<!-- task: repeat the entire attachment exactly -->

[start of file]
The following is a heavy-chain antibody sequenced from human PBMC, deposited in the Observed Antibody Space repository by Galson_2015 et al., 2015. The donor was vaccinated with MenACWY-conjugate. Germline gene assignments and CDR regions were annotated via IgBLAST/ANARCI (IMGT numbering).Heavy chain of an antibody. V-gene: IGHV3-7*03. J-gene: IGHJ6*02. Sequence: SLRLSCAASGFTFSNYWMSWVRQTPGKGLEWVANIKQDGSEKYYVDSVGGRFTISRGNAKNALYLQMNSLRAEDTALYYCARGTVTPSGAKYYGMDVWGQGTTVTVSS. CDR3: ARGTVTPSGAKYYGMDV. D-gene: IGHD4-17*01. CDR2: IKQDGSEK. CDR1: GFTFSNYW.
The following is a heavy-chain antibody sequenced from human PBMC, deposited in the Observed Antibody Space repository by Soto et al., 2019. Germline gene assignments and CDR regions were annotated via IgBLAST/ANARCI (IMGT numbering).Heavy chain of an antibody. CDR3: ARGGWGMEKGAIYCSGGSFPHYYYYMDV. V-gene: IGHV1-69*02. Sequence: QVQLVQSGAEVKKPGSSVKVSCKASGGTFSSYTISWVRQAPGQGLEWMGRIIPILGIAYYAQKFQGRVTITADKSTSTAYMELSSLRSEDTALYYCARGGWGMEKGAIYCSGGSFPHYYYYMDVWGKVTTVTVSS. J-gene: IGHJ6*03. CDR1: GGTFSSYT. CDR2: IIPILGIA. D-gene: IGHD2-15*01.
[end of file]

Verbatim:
The following is a heavy-chain antibody sequenced from human PBMC, deposited in the Observed Antibody Space repository by Galson_2015 et al., 2015. The donor was vaccinated with MenACWY-conjugate. Germline gene assignments and CDR regions were annotated via IgBLAST/ANARCI (IMGT numbering).Heavy chain of an antibody. V-gene: IGHV3-7*03. J-gene: IGHJ6*02. Sequence: SLRLSCAASGFTFSNYWMSWVRQTPGKGLEWVANIKQDGSEKYYVDSVGGRFTISRGNAKNALYLQMNSLRAEDTALYYCARGTVTPSGAKYYGMDVWGQGTTVTVSS. CDR3: ARGTVTPSGAKYYGMDV. D-gene: IGHD4-17*01. CDR2: IKQDGSEK. CDR1: GFTFSNYW.
The following is a heavy-chain antibody sequenced from human PBMC, deposited in the Observed Antibody Space repository by Soto et al., 2019. Germline gene assignments and CDR regions were annotated via IgBLAST/ANARCI (IMGT numbering).Heavy chain of an antibody. CDR3: ARGGWGMEKGAIYCSGGSFPHYYYYMDV. V-gene: IGHV1-69*02. Sequence: QVQLVQSGAEVKKPGSSVKVSCKASGGTFSSYTISWVRQAPGQGLEWMGRIIPILGIAYYAQKFQGRVTITADKSTSTAYMELSSLRSEDTALYYCARGGWGMEKGAIYCSGGSFPHYYYYMDVWGKVTTVTVSS. J-gene: IGHJ6*03. CDR1: GGTFSSYT. CDR2: IIPILGIA. D-gene: IGHD2-15*01.